With decades of experience in assisting healthcare providers during outbreaks, ECRI will provide individualized infection control and prevention assistance to long-term care facilities in Pennsylvania as the pandemic continues. ECRI’s experienced patient safety and infection control staff will be on-call twelve hours a day, weekdays. They will coordinate with the Department Operations Center who is currently providing support to those working in coronavirus response.

ECRI will also help the department evaluate personal protective equipment (PPE) and research different ways to maximize available resources.

“ECRI is focused on keeping residents, patients, and healthcare workers safe as the coronavirus pandemic spreads.  Vulnerable populations, like long-term care residents, are increasingly in harm’s way,” says Marcus Schabacker, MD, PhD, president and CEO, ECRI.

For decades, ECRI has worked closely with aging care communities in Pennsylvania and throughout the nation on emergency preparedness, disaster planning, and resident safety.

As part of its mission to advance effective, evidence-based healthcare globally, ECRI developed a public-access COVID-19 Resource Center to help hospitals, ambulatory care, and aging care facilities protect healthcare workers, residents, and patients. The site includes infection control guidance, medical device guidance on PPE, ventilators, and infusion therapies, and clinical evidence assessments on coronavirus-related treatments, therapies, and interventions.

For more information about ECRI, or to request support, visit www.ecri.org, call (610) 825-6000, or e-mail clientservices@ecri.org.

Social Sharing

News: @PAHealthDept signs contract w/ @ECRI_Org to support #ltc facilities w/ #COVID-19 response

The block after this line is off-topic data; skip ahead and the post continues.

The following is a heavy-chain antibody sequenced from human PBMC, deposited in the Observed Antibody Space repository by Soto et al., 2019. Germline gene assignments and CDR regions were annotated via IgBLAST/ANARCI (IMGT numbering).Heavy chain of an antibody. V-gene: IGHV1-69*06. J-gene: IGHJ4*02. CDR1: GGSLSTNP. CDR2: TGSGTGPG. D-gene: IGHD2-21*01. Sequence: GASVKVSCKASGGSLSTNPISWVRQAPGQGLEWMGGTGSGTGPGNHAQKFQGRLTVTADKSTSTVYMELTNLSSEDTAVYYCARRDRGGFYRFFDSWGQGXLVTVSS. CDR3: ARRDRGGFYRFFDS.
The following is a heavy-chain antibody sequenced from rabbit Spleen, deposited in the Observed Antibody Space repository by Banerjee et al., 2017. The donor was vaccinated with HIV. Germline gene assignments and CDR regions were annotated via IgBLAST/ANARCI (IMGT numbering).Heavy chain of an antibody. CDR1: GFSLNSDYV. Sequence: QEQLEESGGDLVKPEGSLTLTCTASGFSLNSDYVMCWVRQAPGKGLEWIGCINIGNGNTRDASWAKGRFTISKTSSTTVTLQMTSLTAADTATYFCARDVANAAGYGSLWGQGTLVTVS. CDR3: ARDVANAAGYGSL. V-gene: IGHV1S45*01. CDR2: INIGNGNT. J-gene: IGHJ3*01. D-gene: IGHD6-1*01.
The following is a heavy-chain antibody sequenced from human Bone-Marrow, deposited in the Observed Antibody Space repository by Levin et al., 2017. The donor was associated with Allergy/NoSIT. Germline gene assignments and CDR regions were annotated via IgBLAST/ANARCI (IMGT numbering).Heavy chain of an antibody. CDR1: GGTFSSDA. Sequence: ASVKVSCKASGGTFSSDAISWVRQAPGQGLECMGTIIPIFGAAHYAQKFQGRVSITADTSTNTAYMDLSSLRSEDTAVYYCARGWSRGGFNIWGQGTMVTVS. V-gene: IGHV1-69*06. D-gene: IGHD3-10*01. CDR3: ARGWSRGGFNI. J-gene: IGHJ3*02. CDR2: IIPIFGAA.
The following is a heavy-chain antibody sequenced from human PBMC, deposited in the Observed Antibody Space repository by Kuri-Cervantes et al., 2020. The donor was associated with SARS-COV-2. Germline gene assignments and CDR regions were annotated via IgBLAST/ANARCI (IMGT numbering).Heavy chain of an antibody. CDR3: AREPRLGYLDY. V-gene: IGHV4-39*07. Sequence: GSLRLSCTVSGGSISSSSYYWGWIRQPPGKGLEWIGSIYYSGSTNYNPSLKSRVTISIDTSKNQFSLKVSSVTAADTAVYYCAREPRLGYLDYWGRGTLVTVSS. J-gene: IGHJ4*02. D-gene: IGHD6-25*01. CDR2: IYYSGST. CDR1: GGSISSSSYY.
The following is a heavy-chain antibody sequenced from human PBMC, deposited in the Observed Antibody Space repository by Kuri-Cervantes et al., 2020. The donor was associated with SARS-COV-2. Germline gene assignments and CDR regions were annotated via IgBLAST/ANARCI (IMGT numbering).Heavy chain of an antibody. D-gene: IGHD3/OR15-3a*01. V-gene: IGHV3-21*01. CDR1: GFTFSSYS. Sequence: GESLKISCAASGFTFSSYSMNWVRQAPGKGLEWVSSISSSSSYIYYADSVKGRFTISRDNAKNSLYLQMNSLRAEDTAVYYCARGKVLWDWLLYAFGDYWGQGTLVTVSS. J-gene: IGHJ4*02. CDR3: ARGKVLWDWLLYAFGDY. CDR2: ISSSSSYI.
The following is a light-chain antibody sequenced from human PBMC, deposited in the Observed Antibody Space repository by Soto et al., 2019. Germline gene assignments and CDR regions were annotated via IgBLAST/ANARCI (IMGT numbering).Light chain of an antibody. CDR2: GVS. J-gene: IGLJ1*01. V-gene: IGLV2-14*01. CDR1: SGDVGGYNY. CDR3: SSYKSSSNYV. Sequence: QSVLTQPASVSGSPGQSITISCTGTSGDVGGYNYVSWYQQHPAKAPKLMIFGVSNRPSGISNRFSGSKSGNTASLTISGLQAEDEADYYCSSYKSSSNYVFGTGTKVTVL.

About ECRI
ECRI is an independent, nonprofit organization improving the safety, quality, and cost-effectiveness of care across all healthcare settings. With a focus on patient safety, evidence-based medicine, and health technology decision solutions, ECRI is respected and trusted by healthcare leaders and agencies worldwide. Over the past fifty years, ECRI has built its reputation on integrity and disciplined rigor, with an unwavering commitment to independence and strict conflict-of-interest rules.

ECRI is the only organization worldwide to conduct independent medical device evaluations, with labs located in North America and Asia Pacific. ECRI is designated an Evidence-based Practice Center by the U.S. Agency for Healthcare Research and Quality and a federally certified Patient Safety Organization by the U.S. Department of Health and Human Services. In 2020, The Institute for Safe Medication Practices (ISMP) formally became an ECRI Affiliate.

Visit www.ecri.org and follow @ECRI_Org to learn more.

One thought on “Nursing homes: is a “consultant” enough?

  1. I don’t know anything about ECRI, except they seem to be respected in the field — on the other hand, that doesn’t always mean much when the learning curve is so steep on how to manage the epidemic and how to treat acute cases.

    Case in point: doctors are now learning that using mechanical ventilators can cause worse outcomes. What is ECRI’s advice on this?